They finished with a selection of teas, coffee, and deconstructed Eton Mess—a dessert in an Italian meringue shell with earl gray sponge, wild strawberry puree, vanilla cera, strawberry compote, and shortbread. “This delicious dessert was contained in a crispy meringue shell which guests had to crack open with their spoons. There were a lot of great reactions as people realized what was inside!” the bride says.

The couple had a four-tiered wedding cake featuring carrot cake with cream cheese buttercream, coffee cake with Bailey’s buttercream, lemon cake with lemon curd and lemon buttercream, and vanilla and raspberry cake with white chocolate ganache. They gave Vaani from Sugarplum Bakes creative freedom on the design, which incorporated movement with edible rice paper sails in shimmering glacé pastel colors. The cake was displayed on a glass cake stand above a meadow of flowers. “It was one of the first things guests saw as they came in and was incredibly show-stopping,” Tito says.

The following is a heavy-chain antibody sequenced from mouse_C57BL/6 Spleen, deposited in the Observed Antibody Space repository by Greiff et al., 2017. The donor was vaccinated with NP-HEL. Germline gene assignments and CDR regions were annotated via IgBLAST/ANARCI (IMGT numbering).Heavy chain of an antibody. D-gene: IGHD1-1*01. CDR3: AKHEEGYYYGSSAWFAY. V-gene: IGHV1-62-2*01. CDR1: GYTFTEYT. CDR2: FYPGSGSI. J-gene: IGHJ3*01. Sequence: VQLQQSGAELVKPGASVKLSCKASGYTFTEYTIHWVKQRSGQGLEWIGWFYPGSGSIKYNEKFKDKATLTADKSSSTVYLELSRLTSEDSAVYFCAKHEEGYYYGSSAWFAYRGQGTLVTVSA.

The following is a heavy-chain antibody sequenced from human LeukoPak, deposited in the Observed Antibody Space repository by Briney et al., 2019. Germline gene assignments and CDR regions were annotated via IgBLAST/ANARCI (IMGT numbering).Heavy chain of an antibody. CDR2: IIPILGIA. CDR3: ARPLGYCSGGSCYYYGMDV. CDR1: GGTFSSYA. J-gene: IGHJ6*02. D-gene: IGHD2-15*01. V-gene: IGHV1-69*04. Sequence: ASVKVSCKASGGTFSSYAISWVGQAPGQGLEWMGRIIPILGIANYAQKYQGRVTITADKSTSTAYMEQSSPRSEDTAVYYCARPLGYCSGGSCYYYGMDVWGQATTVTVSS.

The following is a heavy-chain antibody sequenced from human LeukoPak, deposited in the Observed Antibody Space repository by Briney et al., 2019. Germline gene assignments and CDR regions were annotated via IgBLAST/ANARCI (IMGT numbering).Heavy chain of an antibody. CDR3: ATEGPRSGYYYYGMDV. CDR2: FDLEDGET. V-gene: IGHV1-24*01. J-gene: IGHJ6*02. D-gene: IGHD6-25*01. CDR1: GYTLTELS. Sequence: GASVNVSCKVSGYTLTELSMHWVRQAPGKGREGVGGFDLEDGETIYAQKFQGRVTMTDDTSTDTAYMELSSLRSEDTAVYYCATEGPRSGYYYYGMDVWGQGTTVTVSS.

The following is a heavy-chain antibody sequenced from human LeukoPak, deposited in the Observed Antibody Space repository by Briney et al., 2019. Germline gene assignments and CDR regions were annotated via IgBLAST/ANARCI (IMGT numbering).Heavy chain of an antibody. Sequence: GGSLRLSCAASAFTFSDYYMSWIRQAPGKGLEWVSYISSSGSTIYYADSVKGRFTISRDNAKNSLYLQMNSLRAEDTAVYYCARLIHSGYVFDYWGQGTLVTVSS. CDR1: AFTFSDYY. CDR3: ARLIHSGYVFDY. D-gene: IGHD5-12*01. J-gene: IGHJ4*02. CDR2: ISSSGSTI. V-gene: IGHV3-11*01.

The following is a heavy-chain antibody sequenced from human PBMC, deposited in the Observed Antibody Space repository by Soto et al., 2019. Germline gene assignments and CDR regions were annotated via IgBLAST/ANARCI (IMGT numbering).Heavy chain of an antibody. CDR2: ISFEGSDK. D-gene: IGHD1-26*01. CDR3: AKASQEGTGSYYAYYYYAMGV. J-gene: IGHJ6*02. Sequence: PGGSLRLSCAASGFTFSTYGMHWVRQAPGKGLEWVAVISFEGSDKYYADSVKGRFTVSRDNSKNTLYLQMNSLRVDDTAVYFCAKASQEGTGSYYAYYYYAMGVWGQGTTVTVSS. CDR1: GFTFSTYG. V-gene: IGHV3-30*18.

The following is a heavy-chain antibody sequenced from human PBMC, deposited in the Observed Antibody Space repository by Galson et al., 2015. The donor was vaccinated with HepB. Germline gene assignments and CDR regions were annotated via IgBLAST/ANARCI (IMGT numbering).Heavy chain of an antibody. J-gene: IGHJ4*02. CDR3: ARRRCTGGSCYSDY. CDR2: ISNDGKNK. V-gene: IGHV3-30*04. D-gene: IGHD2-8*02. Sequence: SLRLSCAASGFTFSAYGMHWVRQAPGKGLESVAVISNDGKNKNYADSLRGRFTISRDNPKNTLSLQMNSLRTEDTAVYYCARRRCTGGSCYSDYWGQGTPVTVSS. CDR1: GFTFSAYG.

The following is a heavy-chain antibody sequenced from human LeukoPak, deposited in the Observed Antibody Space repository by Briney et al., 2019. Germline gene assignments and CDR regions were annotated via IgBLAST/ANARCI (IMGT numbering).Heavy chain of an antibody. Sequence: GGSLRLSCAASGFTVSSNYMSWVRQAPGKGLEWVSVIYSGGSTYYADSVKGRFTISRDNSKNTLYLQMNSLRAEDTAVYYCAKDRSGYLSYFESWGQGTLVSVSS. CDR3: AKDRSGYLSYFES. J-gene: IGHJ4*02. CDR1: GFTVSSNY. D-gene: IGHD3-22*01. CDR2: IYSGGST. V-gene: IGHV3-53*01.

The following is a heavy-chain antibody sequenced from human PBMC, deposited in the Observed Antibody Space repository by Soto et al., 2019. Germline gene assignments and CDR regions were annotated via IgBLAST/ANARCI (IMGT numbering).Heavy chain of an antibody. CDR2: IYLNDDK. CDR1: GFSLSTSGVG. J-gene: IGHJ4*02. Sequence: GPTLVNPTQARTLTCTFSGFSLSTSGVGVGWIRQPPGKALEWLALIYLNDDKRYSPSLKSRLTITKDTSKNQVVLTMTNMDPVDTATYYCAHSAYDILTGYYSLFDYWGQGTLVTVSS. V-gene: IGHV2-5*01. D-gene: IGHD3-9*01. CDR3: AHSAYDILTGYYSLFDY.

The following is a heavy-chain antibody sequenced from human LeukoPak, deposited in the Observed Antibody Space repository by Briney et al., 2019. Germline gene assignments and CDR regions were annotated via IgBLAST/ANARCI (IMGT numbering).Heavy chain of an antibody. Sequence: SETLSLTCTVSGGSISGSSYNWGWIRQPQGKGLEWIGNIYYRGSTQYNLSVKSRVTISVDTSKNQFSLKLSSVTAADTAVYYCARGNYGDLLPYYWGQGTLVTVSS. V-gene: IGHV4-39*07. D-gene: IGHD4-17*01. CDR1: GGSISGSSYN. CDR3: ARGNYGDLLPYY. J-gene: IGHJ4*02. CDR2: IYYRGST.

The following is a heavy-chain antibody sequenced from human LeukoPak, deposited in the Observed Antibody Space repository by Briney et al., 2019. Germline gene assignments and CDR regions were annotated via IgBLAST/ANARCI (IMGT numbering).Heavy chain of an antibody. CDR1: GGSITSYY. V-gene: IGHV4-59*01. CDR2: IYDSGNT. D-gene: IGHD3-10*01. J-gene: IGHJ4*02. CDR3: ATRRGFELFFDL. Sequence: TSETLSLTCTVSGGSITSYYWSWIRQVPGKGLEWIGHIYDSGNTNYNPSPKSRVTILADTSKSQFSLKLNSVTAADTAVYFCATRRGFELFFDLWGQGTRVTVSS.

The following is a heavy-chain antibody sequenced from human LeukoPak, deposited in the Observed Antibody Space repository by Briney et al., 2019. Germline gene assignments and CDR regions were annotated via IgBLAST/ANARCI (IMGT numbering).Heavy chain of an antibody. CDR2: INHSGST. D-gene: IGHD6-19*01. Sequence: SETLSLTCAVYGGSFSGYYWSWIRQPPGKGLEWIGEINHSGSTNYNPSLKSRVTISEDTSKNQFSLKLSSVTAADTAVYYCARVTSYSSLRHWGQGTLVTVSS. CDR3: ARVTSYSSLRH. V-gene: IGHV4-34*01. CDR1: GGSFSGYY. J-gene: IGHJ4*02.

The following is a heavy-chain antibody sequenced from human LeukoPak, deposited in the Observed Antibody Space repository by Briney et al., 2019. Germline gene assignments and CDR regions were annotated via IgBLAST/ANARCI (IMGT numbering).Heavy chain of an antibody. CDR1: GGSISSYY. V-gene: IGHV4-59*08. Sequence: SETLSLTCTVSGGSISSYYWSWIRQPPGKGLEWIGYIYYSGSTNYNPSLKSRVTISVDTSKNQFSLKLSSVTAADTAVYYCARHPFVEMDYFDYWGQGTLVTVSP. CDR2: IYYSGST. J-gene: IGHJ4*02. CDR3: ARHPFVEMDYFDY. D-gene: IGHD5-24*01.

Tito and Evan shared their first married spin to “Lover” by Taylor Swift on a modern black and white dance floor in the Drawing Room. Instead of traditional parent dances, Tito and Evan decided to open up the floor for a full family moment: They called up both sets of parents to twirl with them!

As part of the evening celebration, the couple incorporated must-have Yoruba traditions. “Usually, a Yoruba wedding ceremony takes place on a standalone day facilitated by an Alaga, but we made the decision to fuse and embed this aspect into our wedding day,” Tito says. “We ensured all the significant customs of the ceremony which make us officially married in the Yoruba culture were observed.”